Sentiment Mining: The Truth: Nathan Gilliat (o excellent blogger) posts about BuzzLogic's new partnership with KDPaine which will deliver sentiment scores to BuzzLogic's clients. There are a number of approaches to delivering sentiment analysis including many automated approaches and some manual ones. The customers are still skeptical of automated methods and generally more comfortable with manual methods. Paine writes:
"Computers can do a lot of things well, but differentiating between positive and negative comments in consumer generated media isn’t one of them,” explained Katie Delahaye Paine, CEO of KDPaine & Partners. “The problem with consumer generated media is that it is filled with irony, sarcasm and non-traditional ways of expressing sentiment. That’s why we recommend a hybrid solution. Let computers do the heavy lifting, and let humans provide the judgment."This kind of statement is particularly unhelpful. Let's break it down. (Via Data Mining.)
Worth reading the whole post, where Matt gives a nice summary of strengths and weaknesses of statistical NLP/machine learning methods for sentiment classification that is also relevant to other applications.
This reminded me of a study I heard about in my AT&T days comparing automatic speech recognition and keypad entry for phone-based services. The conventional wisdom was that speech recognition would have to be worse, given how bad automatic speech recognizers are compared with human operators. Except that users made more mistakes with the keypad than the speech recognizer made with their utterances. It is also common to assume that automated text information extraction systems “must” be worse than human annotators, but I know of at least one comparison between outsourced manual extraction and automatic extraction where, again, human performance was worse than machine performance. People are just not that good at those tasks on average, although a person interested in a particular task instance will typically do much better than the best program.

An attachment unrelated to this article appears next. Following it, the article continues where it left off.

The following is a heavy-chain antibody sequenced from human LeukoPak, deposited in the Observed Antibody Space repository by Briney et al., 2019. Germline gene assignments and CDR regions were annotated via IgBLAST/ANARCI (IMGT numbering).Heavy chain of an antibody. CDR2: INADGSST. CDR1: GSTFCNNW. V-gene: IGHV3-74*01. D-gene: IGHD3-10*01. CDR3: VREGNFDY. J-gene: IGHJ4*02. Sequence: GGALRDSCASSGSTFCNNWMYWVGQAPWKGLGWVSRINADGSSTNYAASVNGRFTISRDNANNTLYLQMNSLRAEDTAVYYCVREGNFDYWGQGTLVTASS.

The assumption that algorithms “must” be less accurate than people doesn't seem to be based on solid empirical evidence. However, when customers talk about accuracy, what they really mean is trust. We are more willing to trust human annotators because we (think that we) can understand how they perform the task, and we feel we could, at least in principle, query them about their reasoning if we doubted their conclusions. Whether this trust is warranted is another matter. Going by how often irony and sarcasm are misinterpreted in online communication (thus all those emoticons), we may not be such good modelers of the judgments of others.